by Katina Strauch, Editor
Yesterday was July 14, Bastille Day, a holiday commemorating the storming of the Bastille in 1789, signaling the start of the French Revolution, when most of the royal family, including King Louis XVI and his wife Marie-Antoinette, were executed.
And speaking of France — An interesting post on The Paris Review website about reading the world over: Who are the biggest bookworms in the world. There are world maps showing reading per week in various countries. From this survey, it appears that Americans aren’t reading as much as those in other countries, but I have to agree with the comments that the methodology is flawed. We don’t know how many people responded in each country and the methodology isn’t explained. Still, some interesting comments and links!
Another more complete and focused survey of “Younger Americans’ Library Habits and Expectations” by Kathryn Zickuhr, Lee Rainie and Kristen Purcell from the Pew Internet & American Life Project is worth a detailed read.
A few highlights:
- Younger Americans “are also still closely bound to print, as three-quarters (75%) of younger Americans say they have read at least one book in print in the past year, compared with 64% of adults ages 30 and older.”
- “Large majorities of those under age 30 say it is ‘very important’ for libraries to have librarians as well as books for borrowing, and relatively few think that libraries should automate most library services, move most services online, or move print books out of public areas.”
- “And younger patrons are also significantly more likely than those ages 30 and older to use the library as a study or ‘hang out’ space.”
There is much much more! Check it out!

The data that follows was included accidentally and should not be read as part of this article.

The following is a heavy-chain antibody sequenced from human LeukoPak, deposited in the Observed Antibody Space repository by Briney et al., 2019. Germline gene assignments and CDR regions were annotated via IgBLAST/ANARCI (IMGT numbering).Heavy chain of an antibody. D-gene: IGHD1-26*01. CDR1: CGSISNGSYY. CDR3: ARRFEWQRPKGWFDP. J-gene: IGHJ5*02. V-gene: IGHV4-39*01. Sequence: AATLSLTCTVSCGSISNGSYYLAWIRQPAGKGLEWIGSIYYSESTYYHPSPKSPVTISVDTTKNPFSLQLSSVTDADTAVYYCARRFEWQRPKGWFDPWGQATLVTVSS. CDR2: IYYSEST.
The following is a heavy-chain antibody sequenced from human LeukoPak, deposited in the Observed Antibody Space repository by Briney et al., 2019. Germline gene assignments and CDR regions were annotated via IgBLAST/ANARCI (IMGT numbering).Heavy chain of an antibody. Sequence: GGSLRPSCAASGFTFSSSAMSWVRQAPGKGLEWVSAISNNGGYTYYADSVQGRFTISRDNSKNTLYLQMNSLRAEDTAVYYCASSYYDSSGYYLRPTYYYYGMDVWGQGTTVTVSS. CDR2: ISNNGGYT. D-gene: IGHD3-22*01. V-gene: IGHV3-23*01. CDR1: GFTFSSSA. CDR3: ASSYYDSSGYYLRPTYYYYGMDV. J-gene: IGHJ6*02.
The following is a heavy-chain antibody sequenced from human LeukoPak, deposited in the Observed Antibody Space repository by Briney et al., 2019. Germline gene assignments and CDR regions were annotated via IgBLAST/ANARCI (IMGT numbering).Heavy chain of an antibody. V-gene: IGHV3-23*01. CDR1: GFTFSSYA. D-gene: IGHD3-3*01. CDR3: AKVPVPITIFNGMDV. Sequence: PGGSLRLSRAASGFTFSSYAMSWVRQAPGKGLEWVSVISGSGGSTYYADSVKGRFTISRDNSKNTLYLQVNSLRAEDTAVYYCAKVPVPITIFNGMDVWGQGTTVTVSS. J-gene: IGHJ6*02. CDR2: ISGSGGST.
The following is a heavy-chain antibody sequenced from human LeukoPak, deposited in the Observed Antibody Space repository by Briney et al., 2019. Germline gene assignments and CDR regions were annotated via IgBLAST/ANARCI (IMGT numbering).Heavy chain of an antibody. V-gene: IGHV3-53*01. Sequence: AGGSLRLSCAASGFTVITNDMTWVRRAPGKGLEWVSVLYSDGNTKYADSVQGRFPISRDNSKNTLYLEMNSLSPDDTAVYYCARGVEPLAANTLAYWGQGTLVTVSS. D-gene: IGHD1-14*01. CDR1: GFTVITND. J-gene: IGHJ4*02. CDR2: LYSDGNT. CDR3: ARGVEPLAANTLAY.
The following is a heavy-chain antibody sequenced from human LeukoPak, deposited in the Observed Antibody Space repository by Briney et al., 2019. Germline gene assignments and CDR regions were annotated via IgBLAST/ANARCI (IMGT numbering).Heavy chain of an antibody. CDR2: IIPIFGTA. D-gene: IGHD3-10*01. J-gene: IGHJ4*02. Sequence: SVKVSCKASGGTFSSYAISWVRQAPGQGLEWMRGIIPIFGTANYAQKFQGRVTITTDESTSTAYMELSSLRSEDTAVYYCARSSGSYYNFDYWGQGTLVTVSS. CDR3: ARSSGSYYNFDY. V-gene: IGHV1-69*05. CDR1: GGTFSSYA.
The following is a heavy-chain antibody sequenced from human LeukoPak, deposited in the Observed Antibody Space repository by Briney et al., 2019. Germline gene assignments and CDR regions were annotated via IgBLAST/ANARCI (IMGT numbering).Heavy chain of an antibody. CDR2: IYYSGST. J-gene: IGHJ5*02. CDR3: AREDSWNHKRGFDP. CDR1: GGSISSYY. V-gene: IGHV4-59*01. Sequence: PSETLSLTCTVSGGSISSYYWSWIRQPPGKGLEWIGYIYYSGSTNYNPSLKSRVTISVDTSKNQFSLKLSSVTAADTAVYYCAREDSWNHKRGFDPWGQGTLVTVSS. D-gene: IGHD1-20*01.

We welcome Don Hawkins, Paula Hane and Nancy Herther reporting to the online Against the Grain! They bring a new perspective to our world! The latest post by Nancy is about Cengage Learning Using Bankruptcy to Restructure for Future Growth. Reading Nancy’s article got me wondering about libraries and collecting textbooks! I remember when my daughter was in College, her concern in paying for textbooks that she needed for class out of her budget! That was ten years ago. It seems that a lot has happened since then with the textbook market. We have etextbooks, professors producing custom textbooks, bookstores renting rather than selling textbooks and publishers coming up with new formats of needed materials. I found myself wondering if libraries were changing their collecting approach to include textbooks. A quick search of the Internet told me that North Carolina State University Library is collecting textbooks for course reserves every year, that the President of the University of Oklahoma has allocated $200,000 to make selected textbooks available on reserve, and that the University of BuffaloLibraries has a “pilot program” providing “select students” access to etextbooks. Most libraries, however, are not collecting textbooks except in some cases for Reserve. I am including a rather dated interchange from LISnews: Librarian News about “textbooks in the library.”